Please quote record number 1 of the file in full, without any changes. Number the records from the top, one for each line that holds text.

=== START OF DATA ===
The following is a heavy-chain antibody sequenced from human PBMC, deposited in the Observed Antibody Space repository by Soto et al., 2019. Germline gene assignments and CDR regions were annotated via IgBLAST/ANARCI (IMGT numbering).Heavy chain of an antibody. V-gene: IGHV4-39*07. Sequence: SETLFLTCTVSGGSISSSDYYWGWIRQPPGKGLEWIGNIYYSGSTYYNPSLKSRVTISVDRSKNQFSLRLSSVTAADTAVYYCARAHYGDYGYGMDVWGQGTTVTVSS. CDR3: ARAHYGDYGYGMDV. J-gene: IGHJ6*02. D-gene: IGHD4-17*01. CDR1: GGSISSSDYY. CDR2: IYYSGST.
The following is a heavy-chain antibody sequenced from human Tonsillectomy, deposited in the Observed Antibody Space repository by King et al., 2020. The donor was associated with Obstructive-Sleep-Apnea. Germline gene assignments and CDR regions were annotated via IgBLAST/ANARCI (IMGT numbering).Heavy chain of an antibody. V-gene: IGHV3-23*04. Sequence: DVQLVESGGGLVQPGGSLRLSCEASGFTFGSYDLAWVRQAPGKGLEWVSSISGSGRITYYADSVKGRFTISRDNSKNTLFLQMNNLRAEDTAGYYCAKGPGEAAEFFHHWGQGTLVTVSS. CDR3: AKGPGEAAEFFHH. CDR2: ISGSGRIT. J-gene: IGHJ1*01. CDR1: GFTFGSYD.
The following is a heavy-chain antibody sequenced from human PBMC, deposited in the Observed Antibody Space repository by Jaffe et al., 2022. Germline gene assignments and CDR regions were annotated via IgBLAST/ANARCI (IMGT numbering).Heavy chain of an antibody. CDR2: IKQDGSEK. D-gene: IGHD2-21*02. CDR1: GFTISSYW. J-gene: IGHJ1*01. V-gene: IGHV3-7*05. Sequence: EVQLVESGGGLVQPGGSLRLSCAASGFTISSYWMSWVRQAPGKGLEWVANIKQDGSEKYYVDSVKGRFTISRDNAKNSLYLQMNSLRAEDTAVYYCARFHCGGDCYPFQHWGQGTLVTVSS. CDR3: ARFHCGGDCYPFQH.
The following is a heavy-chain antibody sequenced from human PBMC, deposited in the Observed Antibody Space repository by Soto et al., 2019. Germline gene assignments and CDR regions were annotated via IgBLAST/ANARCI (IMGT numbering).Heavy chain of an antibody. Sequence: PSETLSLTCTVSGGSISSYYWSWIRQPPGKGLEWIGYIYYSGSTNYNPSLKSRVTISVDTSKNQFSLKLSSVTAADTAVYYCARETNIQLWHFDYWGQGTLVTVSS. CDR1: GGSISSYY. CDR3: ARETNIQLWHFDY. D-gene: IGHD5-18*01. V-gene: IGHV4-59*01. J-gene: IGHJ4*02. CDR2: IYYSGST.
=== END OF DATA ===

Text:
The following is a heavy-chain antibody sequenced from human PBMC, deposited in the Observed Antibody Space repository by Soto et al., 2019. Germline gene assignments and CDR regions were annotated via IgBLAST/ANARCI (IMGT numbering).Heavy chain of an antibody. V-gene: IGHV4-39*07. Sequence: SETLFLTCTVSGGSISSSDYYWGWIRQPPGKGLEWIGNIYYSGSTYYNPSLKSRVTISVDRSKNQFSLRLSSVTAADTAVYYCARAHYGDYGYGMDVWGQGTTVTVSS. CDR3: ARAHYGDYGYGMDV. J-gene: IGHJ6*02. D-gene: IGHD4-17*01. CDR1: GGSISSSDYY. CDR2: IYYSGST.